News

This Mountain Was Saved

Blanchard Forest agreement 
nears completion

Wednesday, January 24, 2018

“Blanchard!” Sen. Kevin Ranker wrote me last week.

“We just passed the capital budget, and the Harriet Spanel Forest is permanently protected,” the Orcas Island Democrat explained.

The state senator who formerly held Ranker’s position would have been pleased for future of the forest that bears her name and that overlooks the islands and delta and fertile farmlands of the district she represented—a sweeping panorama visible from the Oyster Dome.

Blanchard Mountain was a success story that teetered at the brink of failure—the choicest forests and vistas spared from the ravages of logging by a canny forestry plan that made available more total acres for harvests. The agreement was a potential win-win-win for environmentalists, naturalists and forest agribusiness, and what the plan needed most was the remainder of funding necessary to acquire the land from the state Department of Natural Resources. But those funds were held up in an impasse over the state’s approved but stalled $4.5 billion capital budget.

Without those funds, the clock would run out and those choicest lands would be logged. The timber industry had been patient for many long years.

The capital budget passed last week included $10 million for the Trust Land Transfer Program, the mechanism that will be used to protect the Blanchard core. A bill sponsored by Ranker would rename the forest for one of Blanchard’s greatest champions in the Legislature.

“I’m thankful we finally have a capital budget in place” Commissioner of Public Lands Hilary Franz said. Franz is head of DNR, which manages state land for a variety of trusts—including school districts—which need to be made financially whole in the transfer of these lands.

“Now we can continue our work to fulfill the state’s promise to Skagit County to protect Blanchard Mountain,” Franz said. “With its green mountain top and sweeping views of Puget Sound, Blanchard Mountain exemplifies everything that makes Washington’s landscapes so iconic.

“I’m happy the legislature has given us the tools to preserve this place for the thousands who visit it every year and to keep Skagit County forests working to make our communities stronger,” the commissioner of public lands said.

Located just south of the Whatcom County line, Blanchard Mountain has about 100,000 visitors a year. At the southern end of the Chuckanut Range its slopes are a favorite destination for hikers, mountain bikers and horseback riders. Its windswept summit is sought by paragliders and hang gliders.

About a decade ago, conservation groups who sought to save the mature forests along trails and the summit hit upon an idea that would form the Blanchard Forest Strategy—a plan to make more total forest resource lands available for harvests in a compromise that would save the most prized 1,600-acre core for naturalists and recreationalists. In the process, the strategy would fulfill DNR’s operational mandate to provide revenue through timber sales to Skagit County, Burlington-Edison schools and other smaller taxing districts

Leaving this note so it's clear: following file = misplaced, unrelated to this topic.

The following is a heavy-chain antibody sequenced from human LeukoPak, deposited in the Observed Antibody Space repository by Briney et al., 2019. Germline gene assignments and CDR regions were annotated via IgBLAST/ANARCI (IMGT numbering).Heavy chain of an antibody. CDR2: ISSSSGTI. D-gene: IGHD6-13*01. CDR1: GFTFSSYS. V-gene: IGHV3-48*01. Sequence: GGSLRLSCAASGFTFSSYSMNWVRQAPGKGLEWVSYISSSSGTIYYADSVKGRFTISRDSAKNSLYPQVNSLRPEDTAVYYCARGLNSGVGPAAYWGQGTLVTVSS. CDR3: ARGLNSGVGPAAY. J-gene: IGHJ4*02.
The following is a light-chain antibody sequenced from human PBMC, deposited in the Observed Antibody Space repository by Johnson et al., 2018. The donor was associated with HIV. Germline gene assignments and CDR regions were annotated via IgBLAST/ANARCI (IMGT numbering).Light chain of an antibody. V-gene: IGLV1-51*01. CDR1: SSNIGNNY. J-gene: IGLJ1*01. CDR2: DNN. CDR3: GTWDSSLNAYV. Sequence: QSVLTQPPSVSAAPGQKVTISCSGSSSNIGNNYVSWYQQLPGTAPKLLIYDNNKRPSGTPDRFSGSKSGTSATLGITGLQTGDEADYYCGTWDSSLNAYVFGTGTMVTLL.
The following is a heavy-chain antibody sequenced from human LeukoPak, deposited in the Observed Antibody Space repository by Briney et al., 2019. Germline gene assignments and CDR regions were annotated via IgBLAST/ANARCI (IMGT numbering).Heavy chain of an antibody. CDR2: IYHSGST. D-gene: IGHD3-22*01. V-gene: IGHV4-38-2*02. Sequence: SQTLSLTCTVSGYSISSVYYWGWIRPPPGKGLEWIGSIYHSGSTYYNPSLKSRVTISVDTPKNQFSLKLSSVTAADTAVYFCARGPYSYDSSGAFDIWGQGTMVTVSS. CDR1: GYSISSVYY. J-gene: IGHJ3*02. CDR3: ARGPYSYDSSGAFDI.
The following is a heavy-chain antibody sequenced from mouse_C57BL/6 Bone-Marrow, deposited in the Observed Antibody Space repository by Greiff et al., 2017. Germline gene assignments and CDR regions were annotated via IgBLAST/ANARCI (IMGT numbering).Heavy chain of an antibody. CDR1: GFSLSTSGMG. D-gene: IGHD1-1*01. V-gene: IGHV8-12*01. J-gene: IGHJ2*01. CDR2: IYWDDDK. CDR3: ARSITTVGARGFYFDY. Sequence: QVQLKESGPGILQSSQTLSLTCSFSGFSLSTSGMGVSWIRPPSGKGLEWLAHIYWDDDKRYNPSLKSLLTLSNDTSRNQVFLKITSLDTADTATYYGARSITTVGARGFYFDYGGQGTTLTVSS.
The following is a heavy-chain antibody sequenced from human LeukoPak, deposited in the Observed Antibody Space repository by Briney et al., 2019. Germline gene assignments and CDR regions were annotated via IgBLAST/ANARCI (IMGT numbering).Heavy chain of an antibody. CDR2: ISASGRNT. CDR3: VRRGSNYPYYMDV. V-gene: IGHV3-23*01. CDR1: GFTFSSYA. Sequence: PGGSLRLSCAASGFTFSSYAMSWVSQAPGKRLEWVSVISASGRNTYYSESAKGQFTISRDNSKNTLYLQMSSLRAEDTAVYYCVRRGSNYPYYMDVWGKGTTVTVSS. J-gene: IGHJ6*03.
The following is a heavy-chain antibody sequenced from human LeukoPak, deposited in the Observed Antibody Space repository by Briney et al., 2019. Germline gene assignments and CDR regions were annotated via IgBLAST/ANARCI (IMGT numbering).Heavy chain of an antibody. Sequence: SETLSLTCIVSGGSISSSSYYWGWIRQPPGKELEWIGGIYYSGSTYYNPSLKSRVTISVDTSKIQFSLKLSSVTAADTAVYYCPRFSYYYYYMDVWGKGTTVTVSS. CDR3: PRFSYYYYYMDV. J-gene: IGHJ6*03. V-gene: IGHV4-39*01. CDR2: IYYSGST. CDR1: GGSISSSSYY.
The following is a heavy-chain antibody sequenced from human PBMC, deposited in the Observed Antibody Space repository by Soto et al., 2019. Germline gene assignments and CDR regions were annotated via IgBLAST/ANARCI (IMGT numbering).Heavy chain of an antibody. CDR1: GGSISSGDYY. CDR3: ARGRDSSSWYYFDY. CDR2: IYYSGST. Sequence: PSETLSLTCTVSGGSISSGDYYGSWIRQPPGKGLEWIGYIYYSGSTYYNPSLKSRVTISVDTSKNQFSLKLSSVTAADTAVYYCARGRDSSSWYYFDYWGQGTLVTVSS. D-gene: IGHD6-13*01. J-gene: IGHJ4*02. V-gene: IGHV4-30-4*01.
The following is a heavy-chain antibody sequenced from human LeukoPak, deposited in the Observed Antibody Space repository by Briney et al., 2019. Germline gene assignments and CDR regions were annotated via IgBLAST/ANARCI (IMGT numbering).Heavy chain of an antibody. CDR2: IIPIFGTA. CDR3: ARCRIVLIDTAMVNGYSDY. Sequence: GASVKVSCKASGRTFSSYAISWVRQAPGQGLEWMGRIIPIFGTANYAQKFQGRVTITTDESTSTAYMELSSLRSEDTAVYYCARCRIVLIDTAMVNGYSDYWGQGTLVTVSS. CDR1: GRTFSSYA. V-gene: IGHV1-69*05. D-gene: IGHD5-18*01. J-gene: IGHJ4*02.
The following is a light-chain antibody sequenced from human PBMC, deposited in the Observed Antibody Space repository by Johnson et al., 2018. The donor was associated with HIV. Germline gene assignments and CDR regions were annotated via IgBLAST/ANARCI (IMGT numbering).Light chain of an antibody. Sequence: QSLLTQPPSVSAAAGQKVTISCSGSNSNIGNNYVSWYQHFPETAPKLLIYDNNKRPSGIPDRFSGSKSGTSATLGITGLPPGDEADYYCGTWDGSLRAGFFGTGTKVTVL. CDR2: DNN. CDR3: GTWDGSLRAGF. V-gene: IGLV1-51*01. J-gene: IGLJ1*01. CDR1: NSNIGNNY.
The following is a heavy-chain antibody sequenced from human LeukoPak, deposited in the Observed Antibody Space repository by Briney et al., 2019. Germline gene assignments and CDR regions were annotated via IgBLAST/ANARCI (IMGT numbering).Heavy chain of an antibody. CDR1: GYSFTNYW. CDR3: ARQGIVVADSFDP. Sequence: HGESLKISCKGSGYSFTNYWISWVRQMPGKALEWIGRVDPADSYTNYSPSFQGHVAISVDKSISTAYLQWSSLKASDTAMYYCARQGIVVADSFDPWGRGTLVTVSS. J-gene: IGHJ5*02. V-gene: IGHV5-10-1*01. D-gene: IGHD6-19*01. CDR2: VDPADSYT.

To offset revenue, other land in Skagit County needed to be acquired for timber harvest recently valued at $14.2 million.

The Legislature had set aside $6.5 million of the total needed. The remaining $7.7 million to save the core from being logged was held up in the capital budget by Republicans who sought leverage on the issue of rural wells and water rights. Republicans’ narrow hold on the issue collapsed after a special election last November.

“It’s now safe to say that the Blanchard Mountain core is safe, with the protection it deserves,” said Mitch Friedman, executive director of Conservation Northwest, an organization that played a central role in conceiving and shepherding the Blanchard Forest Strategy.

“It’s worth noting there’s a few hurdles left,” Friedman cautioned. “The bond bill to fund the capital must pass. And a modest fix is required to make sure Burlington-Edison school district gets its trust funds.” An inter-trust land swap completes the transfer.

“But it is all doable enough,” Friedman said.

Completed, the strategy may form a vital proving ground for other sorts of land transfers that attempt to balance the ecological function of mature forests with the economics of timber harvests. But for now: There’s Blanchard.

“The recession and other challenges meant it required a dozen years of sustained effort by a broad community of Blanchard lovers and a diverse stakeholders, including timber and Skagit County, who stood by their commitments,” Friedman said. “The legislators of the 40th battled for us throughout. It’s the legacy that the late Senator Harriet Spanel deserves.”

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